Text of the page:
LAKSHMI SINGH, HOST:
More than 9,000 firefighters from across the country are battling California's deadliest and most destructive fire on record. About 1,500 of these firefighters are actually inmates from the state's prisons. Since the 1940s, California has relied on prison labor to help fight its forest fires. They're generally paid about 2 bucks a day. When they're actually battling flames, their pay takes up to an additional dollar an hour. Their shifts can run long. The conditions are dangerous.
Since 1983, six inmates have been killed on the frontlines of firefighting. On top of a wage, the program offers other perks for risking their lives. Inmate sentences are reduced, and they're able to live in much more comfortable accommodations.
Daniel Erickson was in prison in California for drug possession and spent five years as an inmate firefighter. He now works to install redwood fences. And he joins us now from the studios of YR Media in Oakland, Calif. Thank you for joining us, Mr. Erickson.
DANIEL ERICKSON: Thank you for having me.
SINGH: So you agreed to do all this because they told you that you'd get some benefits. So what were some of the benefits to you, beginning with your reduction in sentence?
ERICKSON: My first time at fire camp, they knocked a year off my sentence. So that, alone, was well worth it for me. You're doing much harder work at fire camp, but you're out. You're not behind the wall. You're not dealing with all the tension and drama that could happen in just about every prison in the state of California. And it's definitely the hardest work I've ever done in my life, but it was worth it for me.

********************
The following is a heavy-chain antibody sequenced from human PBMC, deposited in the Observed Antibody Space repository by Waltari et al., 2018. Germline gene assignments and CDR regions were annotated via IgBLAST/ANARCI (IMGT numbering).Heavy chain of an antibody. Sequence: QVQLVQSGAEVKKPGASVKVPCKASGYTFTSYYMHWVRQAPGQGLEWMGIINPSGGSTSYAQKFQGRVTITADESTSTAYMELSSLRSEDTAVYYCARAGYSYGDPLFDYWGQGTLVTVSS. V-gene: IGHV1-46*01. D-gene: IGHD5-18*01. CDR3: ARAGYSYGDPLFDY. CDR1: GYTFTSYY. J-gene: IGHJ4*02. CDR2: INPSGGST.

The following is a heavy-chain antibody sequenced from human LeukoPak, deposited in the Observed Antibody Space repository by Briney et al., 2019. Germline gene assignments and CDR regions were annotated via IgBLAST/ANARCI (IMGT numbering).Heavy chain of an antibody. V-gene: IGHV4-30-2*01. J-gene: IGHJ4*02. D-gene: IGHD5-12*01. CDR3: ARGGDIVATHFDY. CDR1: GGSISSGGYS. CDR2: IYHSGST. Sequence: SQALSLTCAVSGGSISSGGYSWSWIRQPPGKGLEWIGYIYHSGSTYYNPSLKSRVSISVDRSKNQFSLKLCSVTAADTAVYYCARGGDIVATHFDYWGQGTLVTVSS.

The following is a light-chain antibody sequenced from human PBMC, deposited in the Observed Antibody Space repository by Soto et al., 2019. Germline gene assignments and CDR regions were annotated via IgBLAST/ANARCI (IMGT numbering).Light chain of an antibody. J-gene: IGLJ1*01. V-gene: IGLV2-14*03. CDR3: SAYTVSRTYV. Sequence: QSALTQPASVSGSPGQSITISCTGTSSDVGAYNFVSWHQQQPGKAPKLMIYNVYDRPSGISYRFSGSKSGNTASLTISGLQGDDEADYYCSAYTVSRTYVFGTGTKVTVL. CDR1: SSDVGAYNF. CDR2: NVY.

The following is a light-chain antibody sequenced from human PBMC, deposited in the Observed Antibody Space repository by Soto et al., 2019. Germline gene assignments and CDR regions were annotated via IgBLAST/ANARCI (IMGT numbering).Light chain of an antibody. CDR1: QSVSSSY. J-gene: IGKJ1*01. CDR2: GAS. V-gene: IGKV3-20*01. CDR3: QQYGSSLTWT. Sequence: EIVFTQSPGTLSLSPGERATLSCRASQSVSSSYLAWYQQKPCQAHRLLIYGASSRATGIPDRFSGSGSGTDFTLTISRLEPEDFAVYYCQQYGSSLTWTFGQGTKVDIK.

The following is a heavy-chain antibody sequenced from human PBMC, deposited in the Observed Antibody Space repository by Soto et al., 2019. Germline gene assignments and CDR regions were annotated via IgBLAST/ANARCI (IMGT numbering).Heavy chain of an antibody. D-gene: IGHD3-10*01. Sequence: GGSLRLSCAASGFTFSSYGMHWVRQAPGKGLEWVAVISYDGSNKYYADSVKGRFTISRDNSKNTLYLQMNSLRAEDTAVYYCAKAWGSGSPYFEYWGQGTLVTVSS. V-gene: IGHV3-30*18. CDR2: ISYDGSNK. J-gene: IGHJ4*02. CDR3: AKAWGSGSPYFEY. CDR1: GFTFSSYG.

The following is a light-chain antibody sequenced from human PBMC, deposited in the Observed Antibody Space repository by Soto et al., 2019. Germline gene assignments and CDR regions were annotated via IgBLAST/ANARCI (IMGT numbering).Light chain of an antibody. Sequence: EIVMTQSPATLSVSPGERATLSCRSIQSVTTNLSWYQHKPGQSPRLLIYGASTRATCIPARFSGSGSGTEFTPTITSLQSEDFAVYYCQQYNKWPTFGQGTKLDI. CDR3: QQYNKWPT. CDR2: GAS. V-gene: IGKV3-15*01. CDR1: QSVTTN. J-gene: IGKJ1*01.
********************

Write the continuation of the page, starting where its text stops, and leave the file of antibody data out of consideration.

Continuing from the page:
SINGH: All right. Well, give me an idea of what your first fire was like.
ERICKSON: My first fire was at Rumsey Canyon in Clear Lake, which is one of the most dangerous territories for firefighting due to the topography. I jumped off the prison bus to get my pack on and get weighed and get right on a helicopter and fly up to the top of this mountain, where there was a pretty big fire. And, again, it's the very, very bad territory. And there were boulders the size of Volkswagens roll down the hills, you know? And you just feel the ground shake.
SINGH: OK. So this is your first experience. You're facing this down. And were there any thoughts at that moment? I really wish I could just take this back and go back in the helicopter and go back to the prison.
ERICKSON: So I've never felt like, I can't believe I got myself into this. What was I thinking? It was more gratifying that I could be sitting behind the wall right now, dealing with all the drama that that, you know, entails, or I could be out here, helping save this part of California because of this disaster. Was I scared at times? Yes. But I've been scared in the regular prison setting more so than on the fire line.
SINGH: Well, Mr. Erickson, let me ask you this. Did you ever lose any friends in the line of duty?